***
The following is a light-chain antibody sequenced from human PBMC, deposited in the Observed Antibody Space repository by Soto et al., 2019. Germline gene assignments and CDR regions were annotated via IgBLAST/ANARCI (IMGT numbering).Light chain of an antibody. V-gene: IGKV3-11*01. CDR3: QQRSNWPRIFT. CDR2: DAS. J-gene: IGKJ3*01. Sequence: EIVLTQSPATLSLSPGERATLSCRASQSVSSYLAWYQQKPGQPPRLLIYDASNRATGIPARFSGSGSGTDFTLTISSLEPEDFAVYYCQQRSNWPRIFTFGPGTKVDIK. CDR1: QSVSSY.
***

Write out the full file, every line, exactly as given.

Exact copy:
The following is a light-chain antibody sequenced from human PBMC, deposited in the Observed Antibody Space repository by Soto et al., 2019. Germline gene assignments and CDR regions were annotated via IgBLAST/ANARCI (IMGT numbering).Light chain of an antibody. V-gene: IGKV3-11*01. CDR3: QQRSNWPRIFT. CDR2: DAS. J-gene: IGKJ3*01. Sequence: EIVLTQSPATLSLSPGERATLSCRASQSVSSYLAWYQQKPGQPPRLLIYDASNRATGIPARFSGSGSGTDFTLTISSLEPEDFAVYYCQQRSNWPRIFTFGPGTKVDIK. CDR1: QSVSSY.